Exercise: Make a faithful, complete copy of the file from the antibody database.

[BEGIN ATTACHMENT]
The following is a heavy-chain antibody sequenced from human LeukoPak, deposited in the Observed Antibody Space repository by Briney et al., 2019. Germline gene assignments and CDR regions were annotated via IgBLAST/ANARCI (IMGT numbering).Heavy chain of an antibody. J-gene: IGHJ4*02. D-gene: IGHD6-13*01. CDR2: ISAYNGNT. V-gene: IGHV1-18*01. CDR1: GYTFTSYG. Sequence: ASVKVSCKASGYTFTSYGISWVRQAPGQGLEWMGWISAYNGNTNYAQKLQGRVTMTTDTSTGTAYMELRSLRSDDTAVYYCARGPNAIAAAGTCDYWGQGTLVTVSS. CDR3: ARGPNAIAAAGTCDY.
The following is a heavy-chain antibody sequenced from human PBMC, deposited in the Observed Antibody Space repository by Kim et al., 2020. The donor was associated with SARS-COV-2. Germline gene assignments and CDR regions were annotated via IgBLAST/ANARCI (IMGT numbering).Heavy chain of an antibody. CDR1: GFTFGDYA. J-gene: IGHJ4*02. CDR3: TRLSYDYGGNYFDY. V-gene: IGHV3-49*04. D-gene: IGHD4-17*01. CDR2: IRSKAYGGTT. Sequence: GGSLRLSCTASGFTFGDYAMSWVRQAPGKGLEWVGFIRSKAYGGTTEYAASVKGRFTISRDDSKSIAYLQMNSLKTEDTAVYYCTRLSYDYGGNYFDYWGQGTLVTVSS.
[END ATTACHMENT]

The following is a heavy-chain antibody sequenced from human LeukoPak, deposited in the Observed Antibody Space repository by Briney et al., 2019. Germline gene assignments and CDR regions were annotated via IgBLAST/ANARCI (IMGT numbering).Heavy chain of an antibody. J-gene: IGHJ4*02. D-gene: IGHD6-13*01. CDR2: ISAYNGNT. V-gene: IGHV1-18*01. CDR1: GYTFTSYG. Sequence: ASVKVSCKASGYTFTSYGISWVRQAPGQGLEWMGWISAYNGNTNYAQKLQGRVTMTTDTSTGTAYMELRSLRSDDTAVYYCARGPNAIAAAGTCDYWGQGTLVTVSS. CDR3: ARGPNAIAAAGTCDY.
The following is a heavy-chain antibody sequenced from human PBMC, deposited in the Observed Antibody Space repository by Kim et al., 2020. The donor was associated with SARS-COV-2. Germline gene assignments and CDR regions were annotated via IgBLAST/ANARCI (IMGT numbering).Heavy chain of an antibody. CDR1: GFTFGDYA. J-gene: IGHJ4*02. CDR3: TRLSYDYGGNYFDY. V-gene: IGHV3-49*04. D-gene: IGHD4-17*01. CDR2: IRSKAYGGTT. Sequence: GGSLRLSCTASGFTFGDYAMSWVRQAPGKGLEWVGFIRSKAYGGTTEYAASVKGRFTISRDDSKSIAYLQMNSLKTEDTAVYYCTRLSYDYGGNYFDYWGQGTLVTVSS.